By Andrew Staub | PA Independent
State lawmakers could sock Pennsylvanians with a $1.2 billion tax increase just in time for the Christmas holiday, but they’re making sure to stuff their stockings as they try to end the five-month-long budget impasse, according to one group’s analysis.
The Commonwealth Foundation, a free-market think tank based in Harrisburg, has identified $85 million in funding increases within the state Senate’s $30.8 billion budget plan that it contends is legislative slush money.
Typically called walking-around money, or WAMS, the funds have been used previously for projects including business grants, holiday lighting projects and even pool operating costs for a country club. The Senate budget would expand WAMs by 189 percent and restore programs that had been shuttered to eliminate the controversial funds, according to the Commonwealth Foundation.
“By claiming this spending is for things like ‘community and business assistance,’ legislators hope taxpayers won’t know what it really is: slush funds legislators use to advance their own agenda at taxpayers’ expense,” said Matthew Brouillette, president and CEO of the Commonwealth Foundation.
Jennifer Kocher, a spokeswoman for Senate Majority Leader Jake Corman, said the Commonwealth Foundation has inaccurately described “important” line items in the budget and disputed they are pet projects.
The expenditures, Kocher said, will fund a range of items, including epilepsy support services, breast cancer screening, domestic violence services, community revitalization and the clean-up of abandoned mines, among other projects.
“If we have to adopt a budget with increased revenues in order to get to an agreement that the governor will sign, we want to do so in a way that will put the money back into our communities,” she said.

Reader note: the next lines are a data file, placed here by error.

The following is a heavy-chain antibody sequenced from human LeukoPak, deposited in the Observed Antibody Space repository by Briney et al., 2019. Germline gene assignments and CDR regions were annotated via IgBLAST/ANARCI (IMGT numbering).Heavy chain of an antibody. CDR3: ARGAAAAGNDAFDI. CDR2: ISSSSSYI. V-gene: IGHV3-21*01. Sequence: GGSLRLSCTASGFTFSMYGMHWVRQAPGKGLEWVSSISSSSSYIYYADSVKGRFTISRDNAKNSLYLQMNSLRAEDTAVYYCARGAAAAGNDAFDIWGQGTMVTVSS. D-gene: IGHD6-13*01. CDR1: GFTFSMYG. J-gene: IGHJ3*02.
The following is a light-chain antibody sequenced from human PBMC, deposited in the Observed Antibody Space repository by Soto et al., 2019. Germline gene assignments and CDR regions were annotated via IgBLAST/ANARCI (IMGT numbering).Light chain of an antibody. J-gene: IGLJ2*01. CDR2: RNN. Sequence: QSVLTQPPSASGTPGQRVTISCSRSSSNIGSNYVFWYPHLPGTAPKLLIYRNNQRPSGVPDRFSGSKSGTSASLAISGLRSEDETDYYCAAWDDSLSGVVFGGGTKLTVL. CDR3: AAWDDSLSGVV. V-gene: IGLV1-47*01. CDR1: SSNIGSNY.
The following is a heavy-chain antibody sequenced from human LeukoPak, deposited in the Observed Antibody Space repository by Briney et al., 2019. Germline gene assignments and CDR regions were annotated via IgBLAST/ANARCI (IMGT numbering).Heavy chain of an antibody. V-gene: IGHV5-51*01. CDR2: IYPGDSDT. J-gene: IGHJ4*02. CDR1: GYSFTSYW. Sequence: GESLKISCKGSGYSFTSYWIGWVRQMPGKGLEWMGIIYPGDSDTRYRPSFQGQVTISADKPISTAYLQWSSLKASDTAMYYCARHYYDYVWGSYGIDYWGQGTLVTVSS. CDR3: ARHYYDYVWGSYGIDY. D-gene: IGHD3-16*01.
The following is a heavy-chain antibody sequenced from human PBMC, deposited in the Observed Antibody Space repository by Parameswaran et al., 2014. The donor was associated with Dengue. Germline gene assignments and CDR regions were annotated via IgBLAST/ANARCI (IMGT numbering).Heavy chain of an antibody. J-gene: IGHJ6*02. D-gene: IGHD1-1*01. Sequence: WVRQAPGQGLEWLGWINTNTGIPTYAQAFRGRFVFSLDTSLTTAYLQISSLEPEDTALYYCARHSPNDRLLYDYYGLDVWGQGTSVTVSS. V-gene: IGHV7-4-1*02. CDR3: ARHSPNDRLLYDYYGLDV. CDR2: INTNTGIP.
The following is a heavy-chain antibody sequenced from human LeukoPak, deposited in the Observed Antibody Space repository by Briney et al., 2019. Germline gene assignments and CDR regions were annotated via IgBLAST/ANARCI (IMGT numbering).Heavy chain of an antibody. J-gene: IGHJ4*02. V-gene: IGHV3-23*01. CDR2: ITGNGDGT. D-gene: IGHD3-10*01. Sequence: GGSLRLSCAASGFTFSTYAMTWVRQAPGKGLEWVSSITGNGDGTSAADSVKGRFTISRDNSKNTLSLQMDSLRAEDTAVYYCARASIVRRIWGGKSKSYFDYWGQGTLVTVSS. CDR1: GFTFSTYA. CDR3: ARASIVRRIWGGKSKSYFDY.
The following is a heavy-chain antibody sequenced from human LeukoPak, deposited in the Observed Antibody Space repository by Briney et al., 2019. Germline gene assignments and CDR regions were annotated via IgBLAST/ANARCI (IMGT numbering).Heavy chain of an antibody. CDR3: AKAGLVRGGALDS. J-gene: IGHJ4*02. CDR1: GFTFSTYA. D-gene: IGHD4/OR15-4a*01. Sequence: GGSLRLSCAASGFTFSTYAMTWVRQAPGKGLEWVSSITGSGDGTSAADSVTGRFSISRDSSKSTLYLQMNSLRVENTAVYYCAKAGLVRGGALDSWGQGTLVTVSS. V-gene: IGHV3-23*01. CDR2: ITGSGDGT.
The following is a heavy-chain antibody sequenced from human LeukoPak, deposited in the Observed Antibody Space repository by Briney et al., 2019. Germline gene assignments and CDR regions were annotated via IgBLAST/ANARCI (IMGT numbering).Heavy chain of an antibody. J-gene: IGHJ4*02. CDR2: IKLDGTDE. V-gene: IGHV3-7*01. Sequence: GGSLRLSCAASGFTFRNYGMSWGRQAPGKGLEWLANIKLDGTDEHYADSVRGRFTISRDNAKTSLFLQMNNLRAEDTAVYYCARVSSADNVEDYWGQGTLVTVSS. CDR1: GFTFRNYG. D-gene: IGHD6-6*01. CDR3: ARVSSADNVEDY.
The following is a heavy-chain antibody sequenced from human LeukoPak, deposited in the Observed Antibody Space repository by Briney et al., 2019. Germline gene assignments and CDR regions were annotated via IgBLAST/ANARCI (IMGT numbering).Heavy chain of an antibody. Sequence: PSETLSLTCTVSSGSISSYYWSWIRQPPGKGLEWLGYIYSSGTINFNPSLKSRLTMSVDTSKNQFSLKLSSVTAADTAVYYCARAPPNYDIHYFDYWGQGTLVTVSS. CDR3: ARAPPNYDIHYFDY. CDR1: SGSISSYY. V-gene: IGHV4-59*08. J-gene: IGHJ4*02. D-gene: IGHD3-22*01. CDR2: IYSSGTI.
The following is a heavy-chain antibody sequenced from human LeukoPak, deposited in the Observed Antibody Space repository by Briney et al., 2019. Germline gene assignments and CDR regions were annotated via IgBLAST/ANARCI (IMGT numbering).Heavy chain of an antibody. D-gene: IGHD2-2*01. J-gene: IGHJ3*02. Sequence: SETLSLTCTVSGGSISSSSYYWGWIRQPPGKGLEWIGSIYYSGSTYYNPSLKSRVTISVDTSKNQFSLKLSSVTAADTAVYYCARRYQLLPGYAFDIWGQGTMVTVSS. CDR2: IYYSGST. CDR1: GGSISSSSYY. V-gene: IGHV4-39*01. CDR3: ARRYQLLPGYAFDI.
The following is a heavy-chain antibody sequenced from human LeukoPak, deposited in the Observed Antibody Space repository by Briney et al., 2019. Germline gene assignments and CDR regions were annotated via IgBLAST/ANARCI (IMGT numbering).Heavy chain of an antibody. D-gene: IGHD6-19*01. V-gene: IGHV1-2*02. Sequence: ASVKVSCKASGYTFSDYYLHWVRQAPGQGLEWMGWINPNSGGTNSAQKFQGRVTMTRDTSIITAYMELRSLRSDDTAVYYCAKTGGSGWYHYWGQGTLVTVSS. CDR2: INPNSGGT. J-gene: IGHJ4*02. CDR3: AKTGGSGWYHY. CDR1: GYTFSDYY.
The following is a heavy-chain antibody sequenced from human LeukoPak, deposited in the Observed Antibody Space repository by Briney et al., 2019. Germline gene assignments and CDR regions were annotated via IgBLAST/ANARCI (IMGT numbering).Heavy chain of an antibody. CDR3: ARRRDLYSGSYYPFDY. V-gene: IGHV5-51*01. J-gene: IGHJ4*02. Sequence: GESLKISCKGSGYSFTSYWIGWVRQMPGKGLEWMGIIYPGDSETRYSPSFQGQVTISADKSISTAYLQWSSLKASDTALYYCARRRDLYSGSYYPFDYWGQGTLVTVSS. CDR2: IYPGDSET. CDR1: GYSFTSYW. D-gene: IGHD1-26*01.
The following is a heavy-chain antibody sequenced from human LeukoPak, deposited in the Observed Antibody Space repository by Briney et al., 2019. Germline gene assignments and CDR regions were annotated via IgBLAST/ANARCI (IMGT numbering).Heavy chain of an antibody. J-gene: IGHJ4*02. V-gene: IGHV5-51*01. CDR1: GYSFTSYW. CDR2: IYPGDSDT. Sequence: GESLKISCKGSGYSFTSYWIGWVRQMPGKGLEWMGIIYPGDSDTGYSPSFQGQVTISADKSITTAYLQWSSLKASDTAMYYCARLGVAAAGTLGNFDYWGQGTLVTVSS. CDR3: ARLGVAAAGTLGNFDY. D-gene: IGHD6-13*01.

While the Commonwealth Foundation argues that legislative leaders exercise control over the funds, Kocher said lawmakers have “no discretion” over the money. Instead, parties apply to the state Department of Community and Economic Development, she said.
A DCED spokesman, Daniel Carrigan, did not address questions about the role lawmakers play in the awarding of funds. Instead, he provided only a generic statement.
“In response to your questions, this budget provides a much-needed impact on our ability to build strong, stable communities and to make critical investments in the state’s economy, while beginning to address the deficit and need for increased funding in education,” Carrigan wrote in an email. “To build a 21st century Pennsylvania, we have to redevelop and revitalize our economy and our communities.”
The Commonwealth Foundation identified nine programs included in the Senate budget as part of its analysis of questionable spending. All told, the budget would funnel $130 million to those programs, an $85 million increase.
Pennsylvania First, a job creation program, would receive a $14 million bump. That program once awarded a $200,000 grant to a Kraft plant now slated to close as part of a merger.
Keystone Communities, a community revitalization program, would get an additional $19 million, a 310 percent increase.
Once shuttered, the Community and Business Assistance program would return with $3.6 million. It was previously used to fund a $10,000 holiday lighting project in Aliquippa, a city in Beaver County.
The Senate’s budget emerged this week as a compromise plan between the General Assembly and Wolf. It includes a $350 million increase for public schools, but will also call for a $1.2 billion tax hike.
Though lawmakers have not finalized a revenue package, the Senate has considered expanding the sales tax, increasing cigarette taxes and adding new taxes on other tobacco products to fund increased spending.
The budget compromise stands on shaky ground now that state House Republicans, less enthused about raising taxes, passed a budget with a smaller spending increase. Aside from a $200,000 increase for the Keystone Communities program, it’s largely devoid of the funding the Commonwealth Foundation has questioned in the Senate budget.
Brouillette said the state eliminated WAMS for a reason: Past legislative leaders abused them.
“No Pennsylvanian should be forced to prop up a slush fund,” he said. “The only thing we want to see WAMs do is walk their way out of any state budget.”